GUN WARS PART 1: In Part 1 of a series on gun rights and gun control by the Carnegie-Knight News21 initiative, student-reporters write that 20 months after the mass shooting at Sandy Hook Elementary School in Newtown, Conn., some would say little has changed when it comes to guns in America. Others would say everything has. Portions of the series will appear in MarylandReporter.com.
NORDSTROM SUBSIDIARY MUST PAY: A Nordstrom subsidiary can’t use its own error to avoid a Maryland tax bill of more than $2 million, the state’s highest court has held, writes Barbara Grzincic for the Daily Record. The subsidiary, one of several Nordstrom Inc. created to minimize its tax obligations in the mid-1990s, said it erred in declaring deferred income for 2002 and 2003. It argued that, under Maryland law, it should have filed a separate Maryland tax return for fiscal 1999 and declared the entire amount as a gain at that time.
BEACH BUMMED: Josh Kurtz of Center Maryland writes that for all the sun, the surf, the booze and the good beach vibrations, a pall also hung over this year’s MACo conference. And while U.S. Sen. Ben Cardin tried to be upbeat, that pall was coming directly from a dysfunctional Congress.
HARRIS SEEKS GOP POST: Rep. Andy Harris hopes to lead the Republican Study Committee, a large coalition of conservative House members that aims to influence economic and social policy within the party, Nicole Gaudiano and Mary Troyan report in the Salisbury Daily Times.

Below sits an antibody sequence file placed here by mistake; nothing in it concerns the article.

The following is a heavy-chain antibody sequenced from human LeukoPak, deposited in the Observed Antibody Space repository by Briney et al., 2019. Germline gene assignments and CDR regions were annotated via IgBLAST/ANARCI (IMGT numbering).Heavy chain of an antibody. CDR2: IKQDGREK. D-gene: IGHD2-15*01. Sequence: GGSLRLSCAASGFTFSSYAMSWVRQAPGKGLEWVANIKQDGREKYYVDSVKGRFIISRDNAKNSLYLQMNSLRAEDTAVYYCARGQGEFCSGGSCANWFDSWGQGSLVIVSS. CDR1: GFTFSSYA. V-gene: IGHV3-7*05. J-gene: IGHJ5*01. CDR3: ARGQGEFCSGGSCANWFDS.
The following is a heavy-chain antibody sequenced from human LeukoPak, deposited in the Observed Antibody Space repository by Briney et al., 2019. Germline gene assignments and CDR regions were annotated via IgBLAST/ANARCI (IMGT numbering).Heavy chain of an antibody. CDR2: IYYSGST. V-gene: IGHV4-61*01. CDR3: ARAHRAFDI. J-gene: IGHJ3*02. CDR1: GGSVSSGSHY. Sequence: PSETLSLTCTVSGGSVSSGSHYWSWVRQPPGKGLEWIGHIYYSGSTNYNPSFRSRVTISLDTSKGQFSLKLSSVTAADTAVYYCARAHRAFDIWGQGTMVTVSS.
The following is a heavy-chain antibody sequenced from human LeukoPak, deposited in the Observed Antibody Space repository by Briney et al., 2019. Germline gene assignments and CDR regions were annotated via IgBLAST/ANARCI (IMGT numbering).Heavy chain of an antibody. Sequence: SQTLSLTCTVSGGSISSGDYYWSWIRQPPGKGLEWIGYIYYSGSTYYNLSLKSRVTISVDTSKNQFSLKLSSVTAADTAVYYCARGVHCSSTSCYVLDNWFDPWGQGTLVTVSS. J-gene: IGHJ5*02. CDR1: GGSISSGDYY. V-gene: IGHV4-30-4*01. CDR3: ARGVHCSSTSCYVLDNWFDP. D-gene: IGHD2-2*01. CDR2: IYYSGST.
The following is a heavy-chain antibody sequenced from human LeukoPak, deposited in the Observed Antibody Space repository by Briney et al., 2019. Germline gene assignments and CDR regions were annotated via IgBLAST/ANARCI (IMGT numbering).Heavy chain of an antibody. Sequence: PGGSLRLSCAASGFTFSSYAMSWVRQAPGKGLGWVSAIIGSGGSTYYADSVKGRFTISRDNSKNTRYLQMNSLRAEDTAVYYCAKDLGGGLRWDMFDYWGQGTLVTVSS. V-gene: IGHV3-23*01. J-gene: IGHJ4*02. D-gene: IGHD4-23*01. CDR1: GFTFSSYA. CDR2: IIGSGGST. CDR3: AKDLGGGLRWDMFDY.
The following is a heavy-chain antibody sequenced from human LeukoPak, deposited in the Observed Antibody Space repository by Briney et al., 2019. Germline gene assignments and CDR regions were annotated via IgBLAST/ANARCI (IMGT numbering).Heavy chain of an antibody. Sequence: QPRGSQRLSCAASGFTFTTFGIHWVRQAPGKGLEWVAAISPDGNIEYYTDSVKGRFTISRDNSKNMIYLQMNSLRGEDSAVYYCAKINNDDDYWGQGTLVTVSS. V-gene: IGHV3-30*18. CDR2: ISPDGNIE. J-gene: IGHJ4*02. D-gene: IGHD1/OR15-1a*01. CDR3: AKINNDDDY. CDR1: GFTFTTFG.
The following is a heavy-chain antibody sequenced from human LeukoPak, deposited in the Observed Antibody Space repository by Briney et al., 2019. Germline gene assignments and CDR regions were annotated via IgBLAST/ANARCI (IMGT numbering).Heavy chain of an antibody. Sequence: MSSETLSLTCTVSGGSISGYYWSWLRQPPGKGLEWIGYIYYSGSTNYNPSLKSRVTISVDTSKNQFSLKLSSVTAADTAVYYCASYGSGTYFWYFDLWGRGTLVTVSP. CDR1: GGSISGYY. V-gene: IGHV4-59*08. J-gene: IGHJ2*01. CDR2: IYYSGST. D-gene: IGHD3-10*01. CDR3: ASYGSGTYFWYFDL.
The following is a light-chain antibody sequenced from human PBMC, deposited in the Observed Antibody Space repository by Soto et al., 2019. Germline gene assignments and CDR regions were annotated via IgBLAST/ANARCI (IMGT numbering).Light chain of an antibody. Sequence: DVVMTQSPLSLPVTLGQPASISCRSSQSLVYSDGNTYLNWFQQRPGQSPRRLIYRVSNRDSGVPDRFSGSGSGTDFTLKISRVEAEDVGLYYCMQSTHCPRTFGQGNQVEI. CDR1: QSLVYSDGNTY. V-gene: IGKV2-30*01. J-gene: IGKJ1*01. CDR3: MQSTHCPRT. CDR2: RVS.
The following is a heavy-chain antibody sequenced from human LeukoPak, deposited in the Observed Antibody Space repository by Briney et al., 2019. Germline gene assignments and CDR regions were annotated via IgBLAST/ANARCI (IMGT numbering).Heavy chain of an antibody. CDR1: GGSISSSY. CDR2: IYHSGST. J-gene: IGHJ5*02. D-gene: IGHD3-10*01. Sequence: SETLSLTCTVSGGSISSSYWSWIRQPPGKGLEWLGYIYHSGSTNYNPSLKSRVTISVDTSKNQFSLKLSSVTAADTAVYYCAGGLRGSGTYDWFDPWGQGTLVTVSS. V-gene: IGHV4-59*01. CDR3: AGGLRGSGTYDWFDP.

WYPR’S UNION FUTURE? As a daily radio show host and Baltimore Sun columnist, it’s Dan Rodricks’ job to have an opinion on almost every subject that’s in the news. Thus far, he has been silent on one of the hottest issues in his own workplace — a union drive at Baltimore City’s public radio station WYPR, reports Bruce Vail for In These Times. That’s a reflection of the organizing strategy of the Screen Actors Guild-American Federation of Television and Radio Artists, the union attempting to organize 20 to 30 hosts, reporters, producers, analysts and new media professionals at the station.
HOGAN’S INTERESTING HIRE: The Maryland Republican Party, as part of its effort to promote the gubernatorial bid of Larry Hogan, has hired a fundraiser who was fired from the national party in 2010 for authorizing payment for a gathering of young donors at a bondage-themed club, writes John Wagner in the Post. Allison Meyers will work to raise money for the Hogan Victory Fund, executive director Joe Cluster said Monday.
HOGAN’S BUCKS: Though he is relying on public funds for the general election, Republican gubernatorial nominee Larry Hogan has continued to raise money, including at an event Friday in Ocean City, to retire debt incurred during the primary, reports John Wagner for the Post. Shortly after his June 24 victory, Hogan’s campaign reported having $742,338 in outstanding loans and unpaid bills but only $128,004 in the bank. The largest chunk of the debt was $500,000 in loans that Hogan, an Anne Arundel County businessman, made to his campaign between February and May.
MO CO DEMS: As the new chairman of the Montgomery County Democratic Central Committee, Kevin Walling said he plans to take the party back to basics focusing on engaging members, fundraising and supporting party nominees in the Nov. 4 general election, writes Kate Alexander for the Gazette.